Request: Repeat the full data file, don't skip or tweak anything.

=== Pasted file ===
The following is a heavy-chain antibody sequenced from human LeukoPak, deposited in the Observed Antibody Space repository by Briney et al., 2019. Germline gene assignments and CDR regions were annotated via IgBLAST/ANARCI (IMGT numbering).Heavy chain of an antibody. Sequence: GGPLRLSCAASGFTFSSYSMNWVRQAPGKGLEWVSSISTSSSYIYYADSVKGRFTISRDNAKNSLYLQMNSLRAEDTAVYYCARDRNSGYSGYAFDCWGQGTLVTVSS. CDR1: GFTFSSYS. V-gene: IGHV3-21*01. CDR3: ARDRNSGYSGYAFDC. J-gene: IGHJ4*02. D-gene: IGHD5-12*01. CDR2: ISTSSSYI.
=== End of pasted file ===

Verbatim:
The following is a heavy-chain antibody sequenced from human LeukoPak, deposited in the Observed Antibody Space repository by Briney et al., 2019. Germline gene assignments and CDR regions were annotated via IgBLAST/ANARCI (IMGT numbering).Heavy chain of an antibody. Sequence: GGPLRLSCAASGFTFSSYSMNWVRQAPGKGLEWVSSISTSSSYIYYADSVKGRFTISRDNAKNSLYLQMNSLRAEDTAVYYCARDRNSGYSGYAFDCWGQGTLVTVSS. CDR1: GFTFSSYS. V-gene: IGHV3-21*01. CDR3: ARDRNSGYSGYAFDC. J-gene: IGHJ4*02. D-gene: IGHD5-12*01. CDR2: ISTSSSYI.